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Ready, Set, Research

This guide is geared toward students who need to prepare research papers and/or speeches for college courses.

Select a Meaningful Topic


  • Does it fit the guidelines of the assignment?
  • Are there plenty of academically appropriate sources available on this topic?
  • Is the topic meaningful to me

Whenever you are given the freedom to do so, select a topic that genuinely interests you, about which you already have something to say.  A personal inventory is a great way to find meaningful topics:

  • What are you passionate about? What kinds of activities, interests and beliefs define you as a human being?
  • What issues affect you or someone close to you? Physical, psychological, and other personal issues can provide great research topics!
  • What societal issues have the most profound effect on your life? Which do you feel strongly about?

If you are still struggling (because brainstorming doesn't work for everyone) try exploring some of our Databases to Help you Pick a Topic.

Develop Your Topic

Researchers can spend their lives exploring topics. They publish books and articles, conduct studies, present at conferences, teach classes, etc.   As a student, you don’t have a lifetime to devote to your topic and you probably won’t be publishing a book. Rather, you will have just a few weeks, and your end product will likely be something along the lines of a 6-10 page research paper or a 5-8 minute speech.

Once you identify a strong topic you need to find a manageable focus for your work.  Focusing involves clearly defining the specific aspect of the topic you will explore. Think of formulating a guiding research question that captures the main idea of your research. In short: what are you trying to figure out?

Things to consider when focusing:

  • How long is the finished product supposed to be? What can you reasonably cover in that amount?
  • What is your task? Are you arguing? Comparing and contrasting? Writing a cause and effect paper? Solving a problem?

Here are some methods by which you can begin to focus. 

Go back to “why” you chose your topic. What made you choose your topic in the first place? Sometimes articulating the “why” out loud will directly reveal the direction you want to go with your topic.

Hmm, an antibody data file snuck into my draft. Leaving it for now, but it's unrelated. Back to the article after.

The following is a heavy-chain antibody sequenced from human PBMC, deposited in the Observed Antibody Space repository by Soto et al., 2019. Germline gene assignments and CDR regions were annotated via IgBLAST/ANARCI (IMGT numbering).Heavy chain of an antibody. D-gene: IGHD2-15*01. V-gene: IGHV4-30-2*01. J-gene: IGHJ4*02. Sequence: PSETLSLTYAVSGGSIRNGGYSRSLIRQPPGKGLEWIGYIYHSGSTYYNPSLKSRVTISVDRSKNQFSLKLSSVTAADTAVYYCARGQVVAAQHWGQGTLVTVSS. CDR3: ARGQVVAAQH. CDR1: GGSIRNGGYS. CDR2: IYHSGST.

Do some preliminary reading.  Take a few minutes to run your topic through the library catalog and the library databases. Note how others are exploring your topic.  What “grabs” you?  What doesn’t?

Talk to others about your topic. Check in not only with your professors and librarians, but talk to your friends, family and classmates about your topic. Having your topic reflected by someone else can often spark great ideas, and any chance to articulate your topic “out loud” is beneficial.

Guiding Research Question vs. Thesis

If you think of your focus as a single, overriding question guiding the exploration of your topic, you can think of your thesis statement as an answer to that question. Your thesis:

  • Defines your point of view on your topic
  • Briefly outlines your arguments
  • Is often only fully developed toward the end of your research process

Examples: From Topics to Guiding Questions to Thesis Statements

Broad Topic: Zombies

Guiding Question: What is the allure of zombies in American popular culture?

Thesis: Zombies are a huge part of the current American zeitgeist because they are a physical (and fanciful) embodiment of our post 9/11 fears.


Broad Topic: Teen drug use

Guiding Question: Are reality-based drug awareness programs any more effective than a “just say no” approach?

Thesis: An abstinence-based “just say no” approach to drug prevention is ineffective for most media-savvy Millennials, and a much more effective approach is to accept that many young people will experiment with drugs and will best be served by receiving honest, accurate information from authority figures.